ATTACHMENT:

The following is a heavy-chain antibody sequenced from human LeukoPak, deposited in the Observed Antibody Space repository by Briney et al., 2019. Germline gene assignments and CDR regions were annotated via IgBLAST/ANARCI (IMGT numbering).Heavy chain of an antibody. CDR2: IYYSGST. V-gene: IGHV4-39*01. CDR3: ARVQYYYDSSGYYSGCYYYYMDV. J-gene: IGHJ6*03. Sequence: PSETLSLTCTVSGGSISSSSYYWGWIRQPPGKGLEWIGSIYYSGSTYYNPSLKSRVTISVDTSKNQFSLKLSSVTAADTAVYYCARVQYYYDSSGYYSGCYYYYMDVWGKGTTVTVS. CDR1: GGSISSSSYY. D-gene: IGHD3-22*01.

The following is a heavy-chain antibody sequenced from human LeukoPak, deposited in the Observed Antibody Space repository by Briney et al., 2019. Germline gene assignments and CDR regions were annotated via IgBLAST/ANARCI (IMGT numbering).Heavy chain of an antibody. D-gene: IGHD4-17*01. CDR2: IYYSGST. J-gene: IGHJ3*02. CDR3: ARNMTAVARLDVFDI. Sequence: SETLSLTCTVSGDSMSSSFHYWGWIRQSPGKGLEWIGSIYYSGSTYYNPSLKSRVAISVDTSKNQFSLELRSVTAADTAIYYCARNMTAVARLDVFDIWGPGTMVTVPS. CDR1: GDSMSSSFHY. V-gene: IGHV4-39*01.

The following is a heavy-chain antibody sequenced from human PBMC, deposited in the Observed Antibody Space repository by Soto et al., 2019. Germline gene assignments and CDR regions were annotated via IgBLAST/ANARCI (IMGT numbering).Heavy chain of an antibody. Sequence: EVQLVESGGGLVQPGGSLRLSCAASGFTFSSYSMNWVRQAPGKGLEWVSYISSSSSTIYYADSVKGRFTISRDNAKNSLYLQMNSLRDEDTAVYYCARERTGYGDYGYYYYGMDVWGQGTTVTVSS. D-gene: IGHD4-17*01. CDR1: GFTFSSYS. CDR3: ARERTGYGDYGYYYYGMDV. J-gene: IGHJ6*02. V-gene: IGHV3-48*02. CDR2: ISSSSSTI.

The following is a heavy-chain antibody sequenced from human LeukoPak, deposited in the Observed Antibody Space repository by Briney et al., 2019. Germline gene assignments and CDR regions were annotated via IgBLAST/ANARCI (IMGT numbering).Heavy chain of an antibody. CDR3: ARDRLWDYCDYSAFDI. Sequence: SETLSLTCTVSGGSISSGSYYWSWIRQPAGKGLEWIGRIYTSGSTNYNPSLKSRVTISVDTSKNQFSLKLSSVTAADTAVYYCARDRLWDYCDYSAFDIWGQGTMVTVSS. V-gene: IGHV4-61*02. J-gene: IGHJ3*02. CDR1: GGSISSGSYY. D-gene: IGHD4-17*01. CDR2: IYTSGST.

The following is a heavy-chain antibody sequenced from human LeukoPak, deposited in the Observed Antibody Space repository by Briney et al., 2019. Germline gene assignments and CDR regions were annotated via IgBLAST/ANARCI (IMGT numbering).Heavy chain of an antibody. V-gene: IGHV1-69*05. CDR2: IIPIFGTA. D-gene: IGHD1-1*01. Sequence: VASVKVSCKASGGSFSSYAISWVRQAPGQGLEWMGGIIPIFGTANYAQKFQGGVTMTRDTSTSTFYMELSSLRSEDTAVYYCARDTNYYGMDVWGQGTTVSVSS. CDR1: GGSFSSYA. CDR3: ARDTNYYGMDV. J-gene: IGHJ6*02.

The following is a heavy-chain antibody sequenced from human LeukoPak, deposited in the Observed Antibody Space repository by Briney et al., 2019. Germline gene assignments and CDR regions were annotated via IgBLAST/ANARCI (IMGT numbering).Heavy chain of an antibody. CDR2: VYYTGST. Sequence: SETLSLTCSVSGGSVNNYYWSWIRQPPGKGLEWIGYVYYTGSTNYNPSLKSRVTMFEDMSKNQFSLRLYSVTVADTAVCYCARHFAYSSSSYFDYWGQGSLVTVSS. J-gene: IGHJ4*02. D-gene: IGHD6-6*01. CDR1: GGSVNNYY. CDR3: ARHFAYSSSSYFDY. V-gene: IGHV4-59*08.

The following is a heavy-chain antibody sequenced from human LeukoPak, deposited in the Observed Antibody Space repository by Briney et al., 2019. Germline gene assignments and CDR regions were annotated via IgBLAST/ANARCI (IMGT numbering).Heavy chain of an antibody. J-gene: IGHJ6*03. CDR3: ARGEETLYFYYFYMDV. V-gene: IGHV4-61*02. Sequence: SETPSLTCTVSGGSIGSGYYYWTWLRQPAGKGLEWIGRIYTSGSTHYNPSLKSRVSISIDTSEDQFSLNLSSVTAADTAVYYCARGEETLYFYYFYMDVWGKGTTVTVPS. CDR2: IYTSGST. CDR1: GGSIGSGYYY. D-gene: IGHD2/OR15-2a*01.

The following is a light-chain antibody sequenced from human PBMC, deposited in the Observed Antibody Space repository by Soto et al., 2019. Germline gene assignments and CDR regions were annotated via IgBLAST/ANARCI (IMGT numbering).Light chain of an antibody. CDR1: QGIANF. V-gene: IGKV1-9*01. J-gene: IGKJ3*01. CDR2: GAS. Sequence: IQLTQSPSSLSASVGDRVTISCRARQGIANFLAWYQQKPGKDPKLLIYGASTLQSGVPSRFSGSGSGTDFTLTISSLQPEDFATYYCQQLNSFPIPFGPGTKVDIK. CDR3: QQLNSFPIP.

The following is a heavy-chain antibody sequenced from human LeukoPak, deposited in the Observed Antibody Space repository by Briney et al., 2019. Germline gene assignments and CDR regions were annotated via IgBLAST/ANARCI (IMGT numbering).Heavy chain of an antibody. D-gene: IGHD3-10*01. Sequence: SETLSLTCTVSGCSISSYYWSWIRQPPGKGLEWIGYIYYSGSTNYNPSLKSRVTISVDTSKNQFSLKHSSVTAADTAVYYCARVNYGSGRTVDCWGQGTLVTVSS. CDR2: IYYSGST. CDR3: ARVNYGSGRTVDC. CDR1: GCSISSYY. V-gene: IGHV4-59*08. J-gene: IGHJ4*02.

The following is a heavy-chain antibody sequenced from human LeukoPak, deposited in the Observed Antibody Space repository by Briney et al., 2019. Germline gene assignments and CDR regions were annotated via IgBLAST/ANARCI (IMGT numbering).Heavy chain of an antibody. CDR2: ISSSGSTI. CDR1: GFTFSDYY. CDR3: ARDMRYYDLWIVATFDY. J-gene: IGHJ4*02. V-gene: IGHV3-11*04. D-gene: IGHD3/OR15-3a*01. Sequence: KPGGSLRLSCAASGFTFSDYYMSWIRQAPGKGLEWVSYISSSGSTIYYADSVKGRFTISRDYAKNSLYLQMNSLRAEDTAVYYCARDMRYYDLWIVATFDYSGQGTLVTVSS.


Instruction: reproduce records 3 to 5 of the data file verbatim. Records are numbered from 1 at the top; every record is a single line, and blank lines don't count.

The following is a heavy-chain antibody sequenced from human PBMC, deposited in the Observed Antibody Space repository by Soto et al., 2019. Germline gene assignments and CDR regions were annotated via IgBLAST/ANARCI (IMGT numbering).Heavy chain of an antibody. Sequence: EVQLVESGGGLVQPGGSLRLSCAASGFTFSSYSMNWVRQAPGKGLEWVSYISSSSSTIYYADSVKGRFTISRDNAKNSLYLQMNSLRDEDTAVYYCARERTGYGDYGYYYYGMDVWGQGTTVTVSS. D-gene: IGHD4-17*01. CDR1: GFTFSSYS. CDR3: ARERTGYGDYGYYYYGMDV. J-gene: IGHJ6*02. V-gene: IGHV3-48*02. CDR2: ISSSSSTI.

The following is a heavy-chain antibody sequenced from human LeukoPak, deposited in the Observed Antibody Space repository by Briney et al., 2019. Germline gene assignments and CDR regions were annotated via IgBLAST/ANARCI (IMGT numbering).Heavy chain of an antibody. CDR3: ARDRLWDYCDYSAFDI. Sequence: SETLSLTCTVSGGSISSGSYYWSWIRQPAGKGLEWIGRIYTSGSTNYNPSLKSRVTISVDTSKNQFSLKLSSVTAADTAVYYCARDRLWDYCDYSAFDIWGQGTMVTVSS. V-gene: IGHV4-61*02. J-gene: IGHJ3*02. CDR1: GGSISSGSYY. D-gene: IGHD4-17*01. CDR2: IYTSGST.

The following is a heavy-chain antibody sequenced from human LeukoPak, deposited in the Observed Antibody Space repository by Briney et al., 2019. Germline gene assignments and CDR regions were annotated via IgBLAST/ANARCI (IMGT numbering).Heavy chain of an antibody. V-gene: IGHV1-69*05. CDR2: IIPIFGTA. D-gene: IGHD1-1*01. Sequence: VASVKVSCKASGGSFSSYAISWVRQAPGQGLEWMGGIIPIFGTANYAQKFQGGVTMTRDTSTSTFYMELSSLRSEDTAVYYCARDTNYYGMDVWGQGTTVSVSS. CDR1: GGSFSSYA. CDR3: ARDTNYYGMDV. J-gene: IGHJ6*02.